Argali facts

Posted in Wildlife A-Z | February 8, 2011 | Comment Now

Considered as the largest of the wild sheep, Argali is the mammal of the Central Asia highlands. Its look is somewhat similar to the zodiac sun sign of Aries. The term ‘Argali’ is derived from the Mongolian name that means ‘ram’. Coming to its physical description, Argali is a multi-color sheep whose shades range from buff to grey-brown including the in-between white seen especially in the older sheep. These sheep are extensively hunted for their highly priced horns as well as meat both of which play a role in making the traditional Chinese medicine. However, the horns are also used in producing trophies. This is one of the responsible Argali facts that have posed a serious threat to these sheep irrespective of their range. In fact, a few of their subspecies are totally on the verge of extinction making the situation worse for them. Perhaps one more reason behind their extinction is the fact of bringing more and more land under cultivation along with extensive loss of their habitats. Listed below are some more Argali facts.

  • Physical features: All species boast a different appearance. But, usually, an argali possesses a light brown coat, white legs, and a white patch on its rump. As compared to the females, the males tend to have larger as well as relatively appealing horns whose length can reach up to 13% of their total mass of the body. Setting off their stunning look is also a white hair patch flanking the neck as well as a unique crest along their back. Featuring corkscrew horns bending at the front, a mature male can bear a corkscrew horn of up to 20 to 22 kg. The weight of the sheep can range from 130 pounds to 350 pounds, while the height can be anywhere from 3 to 4 feet.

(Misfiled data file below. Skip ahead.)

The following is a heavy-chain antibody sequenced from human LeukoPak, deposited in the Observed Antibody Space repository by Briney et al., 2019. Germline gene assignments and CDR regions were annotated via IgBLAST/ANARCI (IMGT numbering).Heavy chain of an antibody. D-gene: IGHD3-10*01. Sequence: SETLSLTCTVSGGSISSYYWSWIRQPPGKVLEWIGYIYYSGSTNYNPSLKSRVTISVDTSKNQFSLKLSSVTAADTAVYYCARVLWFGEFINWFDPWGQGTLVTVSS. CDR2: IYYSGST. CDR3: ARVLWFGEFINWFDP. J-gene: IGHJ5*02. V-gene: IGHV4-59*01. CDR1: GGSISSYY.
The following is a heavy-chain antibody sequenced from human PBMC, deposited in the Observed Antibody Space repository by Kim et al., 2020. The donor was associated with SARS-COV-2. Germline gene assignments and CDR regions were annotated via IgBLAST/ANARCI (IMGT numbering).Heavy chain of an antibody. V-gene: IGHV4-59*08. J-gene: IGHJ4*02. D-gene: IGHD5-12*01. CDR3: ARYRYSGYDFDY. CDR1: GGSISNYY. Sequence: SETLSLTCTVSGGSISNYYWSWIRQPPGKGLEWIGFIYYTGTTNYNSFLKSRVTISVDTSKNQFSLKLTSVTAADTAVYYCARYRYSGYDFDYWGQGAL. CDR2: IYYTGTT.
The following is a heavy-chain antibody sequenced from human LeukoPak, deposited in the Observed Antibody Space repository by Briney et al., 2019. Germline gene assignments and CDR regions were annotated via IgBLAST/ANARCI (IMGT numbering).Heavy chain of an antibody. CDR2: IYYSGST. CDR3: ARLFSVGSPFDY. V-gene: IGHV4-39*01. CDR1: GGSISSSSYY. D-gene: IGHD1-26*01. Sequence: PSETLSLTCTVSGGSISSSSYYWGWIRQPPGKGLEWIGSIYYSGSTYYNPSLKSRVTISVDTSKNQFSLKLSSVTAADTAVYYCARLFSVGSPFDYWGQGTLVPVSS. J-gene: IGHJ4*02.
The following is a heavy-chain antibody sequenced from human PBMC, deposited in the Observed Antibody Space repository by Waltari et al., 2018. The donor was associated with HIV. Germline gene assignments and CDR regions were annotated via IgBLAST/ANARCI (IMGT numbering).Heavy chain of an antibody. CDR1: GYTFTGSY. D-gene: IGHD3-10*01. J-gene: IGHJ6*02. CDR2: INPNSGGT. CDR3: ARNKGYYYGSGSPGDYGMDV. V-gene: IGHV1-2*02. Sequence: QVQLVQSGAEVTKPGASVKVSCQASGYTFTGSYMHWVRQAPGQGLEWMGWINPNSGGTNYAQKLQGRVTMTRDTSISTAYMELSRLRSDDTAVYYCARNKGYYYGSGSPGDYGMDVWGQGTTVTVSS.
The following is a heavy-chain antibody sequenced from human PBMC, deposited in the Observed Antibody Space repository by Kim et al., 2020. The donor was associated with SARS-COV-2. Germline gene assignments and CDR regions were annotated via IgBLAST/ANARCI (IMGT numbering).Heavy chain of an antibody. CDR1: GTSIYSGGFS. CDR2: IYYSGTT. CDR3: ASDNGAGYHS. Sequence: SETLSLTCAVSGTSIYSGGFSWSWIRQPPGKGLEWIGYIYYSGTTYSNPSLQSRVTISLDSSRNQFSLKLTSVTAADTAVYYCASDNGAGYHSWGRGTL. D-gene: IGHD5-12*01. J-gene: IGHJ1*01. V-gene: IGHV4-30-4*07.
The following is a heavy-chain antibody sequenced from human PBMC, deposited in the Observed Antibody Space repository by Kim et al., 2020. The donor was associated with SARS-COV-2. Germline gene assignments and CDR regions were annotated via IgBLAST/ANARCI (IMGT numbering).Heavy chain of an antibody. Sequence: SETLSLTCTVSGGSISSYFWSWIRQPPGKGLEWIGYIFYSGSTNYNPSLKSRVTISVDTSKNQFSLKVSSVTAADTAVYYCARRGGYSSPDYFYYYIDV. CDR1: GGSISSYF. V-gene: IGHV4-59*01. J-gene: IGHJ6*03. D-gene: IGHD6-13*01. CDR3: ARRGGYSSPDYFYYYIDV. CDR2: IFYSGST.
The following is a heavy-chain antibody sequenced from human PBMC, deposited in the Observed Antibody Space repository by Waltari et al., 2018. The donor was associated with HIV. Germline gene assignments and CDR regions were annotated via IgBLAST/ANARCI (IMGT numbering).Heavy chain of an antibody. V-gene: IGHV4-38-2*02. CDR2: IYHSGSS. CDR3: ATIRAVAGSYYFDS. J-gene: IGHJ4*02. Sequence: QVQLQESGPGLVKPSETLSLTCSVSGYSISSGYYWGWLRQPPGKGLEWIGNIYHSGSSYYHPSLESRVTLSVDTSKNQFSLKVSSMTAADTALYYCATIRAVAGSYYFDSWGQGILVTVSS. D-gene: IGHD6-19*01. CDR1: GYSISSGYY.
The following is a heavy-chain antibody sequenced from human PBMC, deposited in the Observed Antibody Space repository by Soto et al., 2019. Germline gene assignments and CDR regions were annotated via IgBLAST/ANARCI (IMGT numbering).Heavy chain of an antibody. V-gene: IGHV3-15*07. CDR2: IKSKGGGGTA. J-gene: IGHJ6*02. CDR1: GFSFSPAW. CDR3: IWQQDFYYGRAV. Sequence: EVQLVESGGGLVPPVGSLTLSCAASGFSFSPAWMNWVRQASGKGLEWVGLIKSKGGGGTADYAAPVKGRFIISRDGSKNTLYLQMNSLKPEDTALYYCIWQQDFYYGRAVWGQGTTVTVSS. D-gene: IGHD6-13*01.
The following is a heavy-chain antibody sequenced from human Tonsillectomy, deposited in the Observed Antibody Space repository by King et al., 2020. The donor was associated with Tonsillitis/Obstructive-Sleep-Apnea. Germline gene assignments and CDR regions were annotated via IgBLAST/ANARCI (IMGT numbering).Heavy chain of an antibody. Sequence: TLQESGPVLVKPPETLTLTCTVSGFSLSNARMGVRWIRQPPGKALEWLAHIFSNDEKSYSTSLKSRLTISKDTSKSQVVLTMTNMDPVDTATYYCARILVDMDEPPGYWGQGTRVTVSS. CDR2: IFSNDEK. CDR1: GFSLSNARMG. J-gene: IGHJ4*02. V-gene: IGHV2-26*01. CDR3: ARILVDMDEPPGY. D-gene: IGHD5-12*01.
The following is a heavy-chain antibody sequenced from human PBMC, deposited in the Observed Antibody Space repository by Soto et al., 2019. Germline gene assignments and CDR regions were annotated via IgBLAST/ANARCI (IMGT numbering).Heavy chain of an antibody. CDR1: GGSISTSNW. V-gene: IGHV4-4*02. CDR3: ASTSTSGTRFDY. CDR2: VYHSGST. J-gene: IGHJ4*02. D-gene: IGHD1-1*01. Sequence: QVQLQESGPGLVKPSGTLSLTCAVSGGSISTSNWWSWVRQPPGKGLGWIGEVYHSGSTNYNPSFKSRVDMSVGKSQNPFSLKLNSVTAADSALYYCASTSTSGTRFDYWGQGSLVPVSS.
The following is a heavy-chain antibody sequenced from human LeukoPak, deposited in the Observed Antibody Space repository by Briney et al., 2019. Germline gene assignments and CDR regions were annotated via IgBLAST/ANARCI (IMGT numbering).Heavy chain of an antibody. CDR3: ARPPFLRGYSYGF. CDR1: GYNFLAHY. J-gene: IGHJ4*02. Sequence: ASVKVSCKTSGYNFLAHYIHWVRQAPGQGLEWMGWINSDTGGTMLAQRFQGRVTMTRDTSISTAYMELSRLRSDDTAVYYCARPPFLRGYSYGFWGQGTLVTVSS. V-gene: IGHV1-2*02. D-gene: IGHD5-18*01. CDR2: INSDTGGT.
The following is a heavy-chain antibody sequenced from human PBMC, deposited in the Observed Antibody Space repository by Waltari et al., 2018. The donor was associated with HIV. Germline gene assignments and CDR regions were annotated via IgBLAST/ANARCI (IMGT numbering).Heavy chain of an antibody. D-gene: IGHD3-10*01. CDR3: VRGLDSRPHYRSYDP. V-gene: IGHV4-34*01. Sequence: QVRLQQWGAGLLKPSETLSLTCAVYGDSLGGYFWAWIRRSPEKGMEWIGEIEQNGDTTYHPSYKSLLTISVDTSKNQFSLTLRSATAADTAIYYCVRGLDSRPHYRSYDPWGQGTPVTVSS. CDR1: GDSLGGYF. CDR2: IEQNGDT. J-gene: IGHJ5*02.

• Unique Physical Ability: An Argali, by blowing air via the nostrils, can produce a warning hiss as well as an alarming whistle.
  • Habitat: Argali is mostly seen today in Central Asia and that too at an altitude of 1300 meters and over. However, their subspecies are only seen in the different zones – Ovis Ammon Severtzovi in the west of Uzbekistan and the Altai Argali is in east of Mongolia. Mostly, you can spot them in the highly elevated mountainous regions that feature dry alpine habitats. Argalis are very sociable and settle in single-gender clusters each ranging from 2 to 100 members.
  • Reproduction: One of the most unique Argali facts is that just at the start of the mating season, a violent competition takes place among the males to obtain the friendliest female. This contest is so hostile that their clashing horns’ sounds echoes in the mountains. Overall, the gestation period is 5 months after which the female becomes the mother of one or two lambs. To give birth, the female argali tends to go away from the male herd. At birth, the young one weighs seven to eight pounds, which is the same as the human infants. Once the birth has occurred, these infants veil themselves in the soaring grasses and the mother feeds them.
  • Life Span: 10 to 17 years.
  • Food: The Argalis are purely herbivorous as they only feed on grass, sedges, and herbs. In summer when these greens turn out to be dry, Argalis are forced to migrate in search of food to the higher elevations.
  • Migration: Mostly males migrate seasonally so that they can survive in summer, especially to be on the higher elevations. The Argalis tend to have long legs due to which they can roam speedily from one location to another. This is also the main reason as to why they flee quickly from the predators in the jagged zones of the mountains.
  • Current Number of Species: 9 – Altai argali, Tibetan argali, Kara Tau argali, North China argali, Severtzov argali, Karaganda argali, Gobi argali, Tian Shan argali, and Marco Polo argali.
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